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Wednesday April 26, 2017

Washington News

Washington Hotline

IRS Reports Improved Phone Services

At a March hearing before the House Oversight and Government Reform Committee, IRS Deputy Commissioner John Dalrymple noted, "Taxpayer service at the IRS has been improving."

Rep. Jim Jordan (R-OH) reminded Dalrymple that in the 2015 tax season, phone support was quite limited. Only 38% of the incoming calls were answered by IRS staff. Even IRS Commissioner John Koskinen called this result "abysmal."

In 2017, the IRS is reporting a much more successful program. The IRS has received 2.5 million calls. There is an average wait time of 7.1 minutes and 82% of the calls have been answered by the IRS.

Dalrymple was also asked about the filing process. He reported, "So far, the 2017 filing season has gone smoothly in terms of tax return processing and the operation of our information technology system." By February 24, the IRS received 52 million tax returns. It issued refunds to 41 million taxpayers with an amount of $127 billion. The average refund was over $3,000.

Dalrymple observed that IRS funding cutbacks have led to a backlog of taxpayer correspondence cases. Because more IRS staff are answering phones, there are fewer available to work on these cases. Over 1 million correspondence cases are over 45 days old. Dalrymple indicated that the IRS is attempting to get many of these cases resolved, even with their reduced staff. These correspondence cases may involve identity theft, various types of taxpayer notices and amended returns.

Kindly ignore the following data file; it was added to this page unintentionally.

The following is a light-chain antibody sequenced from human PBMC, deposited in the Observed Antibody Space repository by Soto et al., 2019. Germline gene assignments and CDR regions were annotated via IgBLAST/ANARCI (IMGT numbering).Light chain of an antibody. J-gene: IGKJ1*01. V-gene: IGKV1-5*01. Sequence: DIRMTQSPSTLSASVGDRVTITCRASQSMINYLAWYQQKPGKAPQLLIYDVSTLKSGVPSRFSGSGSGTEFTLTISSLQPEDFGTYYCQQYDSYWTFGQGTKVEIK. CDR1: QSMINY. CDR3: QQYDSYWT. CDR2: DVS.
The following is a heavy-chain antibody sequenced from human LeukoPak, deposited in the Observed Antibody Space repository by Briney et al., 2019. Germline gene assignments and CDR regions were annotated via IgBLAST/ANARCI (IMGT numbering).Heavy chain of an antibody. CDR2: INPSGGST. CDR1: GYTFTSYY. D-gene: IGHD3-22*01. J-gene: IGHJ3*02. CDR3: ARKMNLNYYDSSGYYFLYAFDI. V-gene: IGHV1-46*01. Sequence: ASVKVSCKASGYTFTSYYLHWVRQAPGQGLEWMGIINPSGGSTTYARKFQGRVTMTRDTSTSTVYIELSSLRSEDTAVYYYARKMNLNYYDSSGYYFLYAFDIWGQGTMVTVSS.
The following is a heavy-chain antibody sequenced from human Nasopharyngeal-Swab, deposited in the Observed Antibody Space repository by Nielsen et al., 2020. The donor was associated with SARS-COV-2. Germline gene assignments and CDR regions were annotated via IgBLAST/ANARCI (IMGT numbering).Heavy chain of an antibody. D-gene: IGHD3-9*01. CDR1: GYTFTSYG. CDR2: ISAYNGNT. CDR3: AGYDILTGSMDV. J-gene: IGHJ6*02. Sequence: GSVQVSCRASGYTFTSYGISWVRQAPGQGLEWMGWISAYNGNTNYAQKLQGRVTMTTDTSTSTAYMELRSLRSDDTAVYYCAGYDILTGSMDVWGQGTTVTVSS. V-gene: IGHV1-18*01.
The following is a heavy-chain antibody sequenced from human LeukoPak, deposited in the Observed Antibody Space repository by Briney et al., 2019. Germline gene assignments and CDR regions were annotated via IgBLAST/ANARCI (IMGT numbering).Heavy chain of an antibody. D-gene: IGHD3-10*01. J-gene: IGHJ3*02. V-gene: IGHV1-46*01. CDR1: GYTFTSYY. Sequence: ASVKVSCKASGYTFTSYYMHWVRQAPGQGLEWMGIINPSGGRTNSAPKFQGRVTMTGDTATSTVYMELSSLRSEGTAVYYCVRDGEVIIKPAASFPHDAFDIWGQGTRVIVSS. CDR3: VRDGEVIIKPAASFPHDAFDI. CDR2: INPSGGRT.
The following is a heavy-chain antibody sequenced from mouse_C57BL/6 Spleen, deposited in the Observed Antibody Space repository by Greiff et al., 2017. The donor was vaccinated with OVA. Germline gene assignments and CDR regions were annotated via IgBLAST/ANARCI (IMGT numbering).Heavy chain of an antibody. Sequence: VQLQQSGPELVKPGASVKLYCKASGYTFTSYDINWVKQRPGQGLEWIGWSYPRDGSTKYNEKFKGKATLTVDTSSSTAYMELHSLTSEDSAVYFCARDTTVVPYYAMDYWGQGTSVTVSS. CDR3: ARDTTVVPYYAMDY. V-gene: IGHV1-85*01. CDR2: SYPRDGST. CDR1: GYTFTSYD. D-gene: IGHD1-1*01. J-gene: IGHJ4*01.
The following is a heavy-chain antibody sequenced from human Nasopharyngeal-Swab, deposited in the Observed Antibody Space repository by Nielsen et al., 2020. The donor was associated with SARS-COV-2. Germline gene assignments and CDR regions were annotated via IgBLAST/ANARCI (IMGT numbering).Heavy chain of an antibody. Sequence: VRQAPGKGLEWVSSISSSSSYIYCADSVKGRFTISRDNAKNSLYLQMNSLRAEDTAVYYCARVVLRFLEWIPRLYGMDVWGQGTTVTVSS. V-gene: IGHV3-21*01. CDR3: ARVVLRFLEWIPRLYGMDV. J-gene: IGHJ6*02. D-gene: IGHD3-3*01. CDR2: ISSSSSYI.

Editor's Note: The IRS is moving forward with a fairly smooth filing season. By March 3, the IRS had issued about 92% of the refunds as of this same date last year. The IRS points out that there are quite a few taxpayers who are claiming the Added Child Tax Credit or Earned Income Tax Credit. Because these refunds started the last week of February, many taxpayers have delayed their filings.

Major Healthcare Plan Released


On March 8, the House Ways and Means Committee and the House Energy and Commerce Committee held marathon markup sessions for the American Health Care Act (AHCA). The Ways and Means Committee hearing lasted 18 hours and the House Energy and Commerce Committee continued for a grueling 27 hours.

Both bills will be reviewed by the House Budget Committee and the House Rules Committee prior to a vote by the full House. It is anticipated that there will be a vote by the end of March. If the House passes the AHCA bill, it will then be sent to the Senate.

The bill retained three popular parts of the Affordable Care Act (ACA) passed in 2010, and changed seven provisions.

The retained healthcare provisions are:

1. Pre-existing conditions – Healthcare plans would be required to permit enrollment even if you have a pre-existing health condition.